What are the most important milestones regarding the crypto currency Bitcoin? The following 8 bullet points are extracted from an overview, which was published on August 21, 2017 by the Swiss „Handelszeitung“ in German language (see: http://www.handelszeitung.ch/invest/biga-die-wichtigsten-fakten-zum-bitcoin-1466292) including some small additions from my end:

  1. Bitcoin is the mother of all crypto currencies; however, it is not the only one. The website coinmarketcap.com itemizes at the moment (status: August 21, 2017) a total of 855 crypto currencies (see: https://coinmarketcap.com/currencies/views/all/), from which Bitcoin with a market capitalization of 67.1 Billion USD is by far the most important, followed by Ethereum with 31.2 Billion USD, Bitcoin Cash with 10.4 Billion USD and Ripple with 6.0 Billion USD. The market capitalization of the following 851 listed crypto currencies lies between 0.002937 USD (True Investment Coin at rank 855) and 2.51 Billion USD (IOTA at rank 5). Note: The information provided for the market capitalization of crypto currencies has to be considered in relation to the total volume of conventional „broad money“, which was in 2015 including coins, bank notes, deposits in bank accounts and long term money investments at approx. 80,9 billion USD (see article in German language: https://www.linkedin.com/pulse/wieviel-geld-es-auf-der-welt-gibt-kurt-brand). Besides 855 crypto currencies approx. 160 conventional currencies, such as UD-Dollar, Euro, etc. exist (siehe: http://www.laenderdaten.de/wirtschaft/waehrungen.aspx).
  2. In 2008 the document, which described the Bitcoin system, appeared the first time (see: https://www.bitcoin.com/wp-content/uploads/2017/01/bitcoin.pdf). It was signed with the name Satoshi Nakamoto. People in the scene suspected for a long time, that this was a pseudonym. In May 2016, this assumption seemed to be confirmed. At that time, the Australian Craig Steven Wright claimed to be the inventor of Bitcoin. However, his assertion was heavily questioned and could never be proven with full certainty. According to another theory the person behind the pseudonym Satoshi Nakamoto was the Cypherpunk Hal Finney, who died in August 2014 (see: https://bitcointalk.org/index.php?topic=155054.msg1643833#msg1643833). As crypto expert and former software developer of PGP („Pretty Good Privacy“) Corporation, Hal Finney made verifiable essential contributions for the development of the Bitcoin Blockchain. Hal Finney’s ALS disease got worse just at the same time, when „Satoshi Nakamoto“ backed out of the public.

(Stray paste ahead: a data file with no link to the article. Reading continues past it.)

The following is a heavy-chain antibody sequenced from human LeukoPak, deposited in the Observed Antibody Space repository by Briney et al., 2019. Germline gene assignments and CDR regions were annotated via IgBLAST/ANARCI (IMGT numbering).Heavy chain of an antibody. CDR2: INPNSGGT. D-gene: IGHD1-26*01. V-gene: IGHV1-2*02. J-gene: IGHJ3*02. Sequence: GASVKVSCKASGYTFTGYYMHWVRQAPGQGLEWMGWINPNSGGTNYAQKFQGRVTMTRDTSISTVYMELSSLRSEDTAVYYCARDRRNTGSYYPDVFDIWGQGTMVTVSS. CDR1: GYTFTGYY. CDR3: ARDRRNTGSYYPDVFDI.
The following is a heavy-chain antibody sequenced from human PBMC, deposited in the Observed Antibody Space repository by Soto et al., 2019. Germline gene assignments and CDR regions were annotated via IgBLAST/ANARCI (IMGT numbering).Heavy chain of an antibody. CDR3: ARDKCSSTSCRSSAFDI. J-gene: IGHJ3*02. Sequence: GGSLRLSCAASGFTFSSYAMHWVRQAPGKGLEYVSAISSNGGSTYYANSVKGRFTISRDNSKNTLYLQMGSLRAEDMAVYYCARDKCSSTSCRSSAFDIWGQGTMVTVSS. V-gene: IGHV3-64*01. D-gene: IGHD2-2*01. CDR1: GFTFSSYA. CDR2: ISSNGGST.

3. January 3, 2009 counts as birthday of the Bitcoin. At his day, the first 50 Bitcoins were generated. Note: This did not accidentally happen some weeks after the breakdown of Lehman Brother (on September 15, 2008) in a phase, when the weaknesses of the global financial system became obvious for everybody.
  4. The payment, i.e. transfer of Bitcoins is considered as very secure. Bitcoin itself cannot be hacked due to its decentralized security architecture, however Bitcoin exchanges such as Mt. Gox were hacked several times. According to financial experts, Bitcoin is a risky investment and the cyber currency is not able to safeguard the value of your investment. Note: Which currency can safeguard the value of your investment at all? The purchasing power of the US-Dollar dropped within 100 years from 1.00 US-Dollar in 1913 to 0.05 US-Dollar in 2013 (see: https://visual.ly/community/infographic/economy/purchasing-power-us-dollar-1913-2013). In a similar way, the external value of the Euro dropped between 2008 and 2017 by approx. 35% from 1.60 USD/EUR to 1.05 USD/EUR.